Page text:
Anyone can take a photo however composition is what distinguishes a blah photo from a photo that is memorable and you do not need a fancy camera to compose with a purpose. Here are a few ideas to consider; just remember, there's no fast/fixed rule on how to photograph a waterfall, it all depends on your own style so take these ideas, try them, and keep the ones that work for you.

1. Try different composition techniques and experiment. There are several techniques that work well 80% of the time, you might want to start with those (check out my article on "Starting with composition"). Two of my most frequently used techniques are the "Perspective" and the "Leading lines".

Before shooting, look around you. Which elements (flowers, rocks, people, clouds) do you want in your composition. Which elements are in your frame that you do not want (trash, water bottles, towels, people).

2. Control light reflections with a circular polarizer filter. This is a filter that goes over the lens. It has two key effects: a) control light reflections on the wet surfaces and b) make colors pop. The side effect is that it reduces the light coming through the lens (this is not necessarily bad.)

Here's a comparison of having vs not having a polarizer on. In one image you see the reflections while in the second image there's no reflection allowing a better appreciation for what is under the water. Which effect is better? it is up to you to decide. I personally think there are occasions where the mirror effect is neat however, I now use the polarizer 90% of the time.

Word of caution: The polarizer is most effective when the sun is at a 90 degree angle from your direction of shooting. It is also not recommended with wide-angle lenses as it can cause a not very good looking vignette.

3. Play with various shutter speeds. For this effect you need to get out of "auto-mode" and know the exposure triangle (check out my article on this topic here).

Capturing a smooth silky water flow requires a slow shutter speed, this means you'll need a) a camera that gives you control of the settings - this option is probably not available with a point-and-shoot camera, b) a support to keep your camera steady, commonly it is a tripod but I've seen very creative solutions on the spot and c) very likely, a filter. The circular polarizer filter can sufficient but depending on how smooth you want the water, you might need an additional neutral density filter to reduce the amount of light even further to your liking.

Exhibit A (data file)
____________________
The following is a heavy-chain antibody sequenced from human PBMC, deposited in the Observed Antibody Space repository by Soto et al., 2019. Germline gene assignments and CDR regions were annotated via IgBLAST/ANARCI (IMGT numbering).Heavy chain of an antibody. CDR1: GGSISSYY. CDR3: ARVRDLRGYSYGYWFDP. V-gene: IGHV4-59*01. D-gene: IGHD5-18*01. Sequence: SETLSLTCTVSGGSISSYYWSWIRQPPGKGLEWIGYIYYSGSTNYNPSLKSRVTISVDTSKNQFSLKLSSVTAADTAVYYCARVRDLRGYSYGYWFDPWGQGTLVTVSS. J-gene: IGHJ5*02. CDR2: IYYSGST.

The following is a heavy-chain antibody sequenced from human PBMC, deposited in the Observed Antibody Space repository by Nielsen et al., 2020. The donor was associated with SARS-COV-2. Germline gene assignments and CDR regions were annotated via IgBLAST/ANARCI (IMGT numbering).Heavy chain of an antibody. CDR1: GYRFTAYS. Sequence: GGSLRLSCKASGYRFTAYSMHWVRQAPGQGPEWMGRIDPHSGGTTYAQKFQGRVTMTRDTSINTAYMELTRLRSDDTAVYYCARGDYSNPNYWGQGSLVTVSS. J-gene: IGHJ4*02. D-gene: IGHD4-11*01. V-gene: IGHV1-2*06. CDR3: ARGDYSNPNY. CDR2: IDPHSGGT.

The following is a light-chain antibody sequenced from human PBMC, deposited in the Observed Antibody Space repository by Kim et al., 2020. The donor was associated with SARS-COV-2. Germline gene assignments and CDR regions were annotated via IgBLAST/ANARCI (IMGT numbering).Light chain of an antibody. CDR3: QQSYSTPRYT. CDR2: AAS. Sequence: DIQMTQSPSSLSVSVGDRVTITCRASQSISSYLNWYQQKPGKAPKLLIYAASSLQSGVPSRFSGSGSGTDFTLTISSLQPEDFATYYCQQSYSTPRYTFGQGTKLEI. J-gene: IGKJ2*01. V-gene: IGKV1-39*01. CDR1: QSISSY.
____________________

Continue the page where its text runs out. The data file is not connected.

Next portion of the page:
How long should the exposure be? there's no fixed rule, it depends on the water flow and your desired texture for the composition you want to achieve. Experimentation is the best approach to hit that sweet spot you are after.

On the other hand, you might want to capture the energy of the water with a faster shutter speed. These next images are both at the same waterfall in Iceland, one at 0.25" and the other one at 0.004". Now compare with the water flow and shutter speeds to those of the images above.

4. Find the better side. Some waterfalls are more photogenic than others, and most have a "better side". Do not automatically go for the obvious shot. Some look good from up close, others from the distance, sometimes a bottom-up is more interesting others a top-down perspective can be impactful. Sometimes it is even possible to get behind the water curtain! Use those legs!

Check out my waterfall gallery for more examples.

TIP #3: Have fun!

Do not forget to have fun! Take time to breath in the scene and relax. And please, be safe, for you and for those around you.


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Use the comments below to leave questions, comments, better yet, to tell us about your favorite waterfall!